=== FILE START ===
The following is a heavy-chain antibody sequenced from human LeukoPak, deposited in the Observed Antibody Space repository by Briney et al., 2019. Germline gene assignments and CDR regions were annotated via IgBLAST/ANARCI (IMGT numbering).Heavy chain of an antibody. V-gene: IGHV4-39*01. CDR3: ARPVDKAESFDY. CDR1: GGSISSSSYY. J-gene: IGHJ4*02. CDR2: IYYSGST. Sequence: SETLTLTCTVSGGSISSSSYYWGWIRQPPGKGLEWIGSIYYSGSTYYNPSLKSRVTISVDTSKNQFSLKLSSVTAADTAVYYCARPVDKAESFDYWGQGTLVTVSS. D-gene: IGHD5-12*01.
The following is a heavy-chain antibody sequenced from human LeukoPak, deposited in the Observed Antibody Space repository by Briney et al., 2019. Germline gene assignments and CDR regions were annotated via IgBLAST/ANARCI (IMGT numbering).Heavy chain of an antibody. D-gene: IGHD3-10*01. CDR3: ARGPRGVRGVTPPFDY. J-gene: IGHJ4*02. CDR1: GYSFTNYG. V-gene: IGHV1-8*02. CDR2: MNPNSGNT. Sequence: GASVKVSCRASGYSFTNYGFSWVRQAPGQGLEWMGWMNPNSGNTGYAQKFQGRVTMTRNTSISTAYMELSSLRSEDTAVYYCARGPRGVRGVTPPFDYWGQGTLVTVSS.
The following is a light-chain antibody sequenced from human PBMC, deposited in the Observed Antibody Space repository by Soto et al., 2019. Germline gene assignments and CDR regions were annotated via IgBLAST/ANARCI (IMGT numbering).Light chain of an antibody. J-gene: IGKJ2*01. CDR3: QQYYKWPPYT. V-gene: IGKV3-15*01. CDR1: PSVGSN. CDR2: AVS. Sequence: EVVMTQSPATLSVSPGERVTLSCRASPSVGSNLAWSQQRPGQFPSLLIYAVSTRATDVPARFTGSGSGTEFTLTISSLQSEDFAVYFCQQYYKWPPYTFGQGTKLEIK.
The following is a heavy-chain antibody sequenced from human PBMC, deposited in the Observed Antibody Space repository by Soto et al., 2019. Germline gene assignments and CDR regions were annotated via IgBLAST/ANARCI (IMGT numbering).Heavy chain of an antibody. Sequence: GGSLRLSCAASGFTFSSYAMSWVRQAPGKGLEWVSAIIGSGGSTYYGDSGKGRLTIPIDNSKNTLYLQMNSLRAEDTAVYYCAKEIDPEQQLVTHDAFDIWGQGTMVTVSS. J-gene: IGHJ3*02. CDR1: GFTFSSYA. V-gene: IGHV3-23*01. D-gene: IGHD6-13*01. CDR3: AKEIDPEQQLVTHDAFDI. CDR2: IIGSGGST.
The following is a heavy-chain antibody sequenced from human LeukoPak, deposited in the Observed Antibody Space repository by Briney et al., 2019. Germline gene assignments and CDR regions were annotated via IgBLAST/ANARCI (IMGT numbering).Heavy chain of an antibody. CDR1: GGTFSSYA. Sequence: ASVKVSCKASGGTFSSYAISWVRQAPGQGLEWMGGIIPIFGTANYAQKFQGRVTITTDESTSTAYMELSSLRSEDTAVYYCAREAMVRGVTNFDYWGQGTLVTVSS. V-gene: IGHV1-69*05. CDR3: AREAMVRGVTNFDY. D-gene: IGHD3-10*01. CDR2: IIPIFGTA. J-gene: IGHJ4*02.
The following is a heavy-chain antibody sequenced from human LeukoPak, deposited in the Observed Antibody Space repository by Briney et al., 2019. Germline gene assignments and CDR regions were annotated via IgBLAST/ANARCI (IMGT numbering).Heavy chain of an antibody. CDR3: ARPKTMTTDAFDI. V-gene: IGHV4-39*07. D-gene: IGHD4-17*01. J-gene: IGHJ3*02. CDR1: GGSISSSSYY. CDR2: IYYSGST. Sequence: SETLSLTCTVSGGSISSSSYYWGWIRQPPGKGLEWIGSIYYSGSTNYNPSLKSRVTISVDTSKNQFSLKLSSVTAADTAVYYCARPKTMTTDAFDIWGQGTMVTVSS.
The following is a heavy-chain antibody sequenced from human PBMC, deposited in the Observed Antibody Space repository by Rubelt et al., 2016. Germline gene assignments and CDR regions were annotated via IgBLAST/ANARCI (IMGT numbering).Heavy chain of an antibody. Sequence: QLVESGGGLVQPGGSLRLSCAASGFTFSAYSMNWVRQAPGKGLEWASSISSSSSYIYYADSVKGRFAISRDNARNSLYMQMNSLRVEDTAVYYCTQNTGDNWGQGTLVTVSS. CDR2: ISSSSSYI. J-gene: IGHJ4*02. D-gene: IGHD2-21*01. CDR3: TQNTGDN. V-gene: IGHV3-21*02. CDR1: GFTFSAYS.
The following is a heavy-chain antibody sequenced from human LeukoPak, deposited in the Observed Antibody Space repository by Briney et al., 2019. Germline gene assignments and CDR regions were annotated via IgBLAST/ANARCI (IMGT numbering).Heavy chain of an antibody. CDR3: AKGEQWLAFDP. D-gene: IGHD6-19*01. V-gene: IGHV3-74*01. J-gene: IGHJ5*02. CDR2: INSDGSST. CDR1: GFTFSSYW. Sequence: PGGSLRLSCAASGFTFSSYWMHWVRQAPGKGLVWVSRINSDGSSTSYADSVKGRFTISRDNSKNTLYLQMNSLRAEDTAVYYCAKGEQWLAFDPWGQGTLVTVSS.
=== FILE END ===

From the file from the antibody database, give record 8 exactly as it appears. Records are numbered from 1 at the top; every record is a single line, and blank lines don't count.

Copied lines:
The following is a heavy-chain antibody sequenced from human LeukoPak, deposited in the Observed Antibody Space repository by Briney et al., 2019. Germline gene assignments and CDR regions were annotated via IgBLAST/ANARCI (IMGT numbering).Heavy chain of an antibody. CDR3: AKGEQWLAFDP. D-gene: IGHD6-19*01. V-gene: IGHV3-74*01. J-gene: IGHJ5*02. CDR2: INSDGSST. CDR1: GFTFSSYW. Sequence: PGGSLRLSCAASGFTFSSYWMHWVRQAPGKGLVWVSRINSDGSSTSYADSVKGRFTISRDNSKNTLYLQMNSLRAEDTAVYYCAKGEQWLAFDPWGQGTLVTVSS.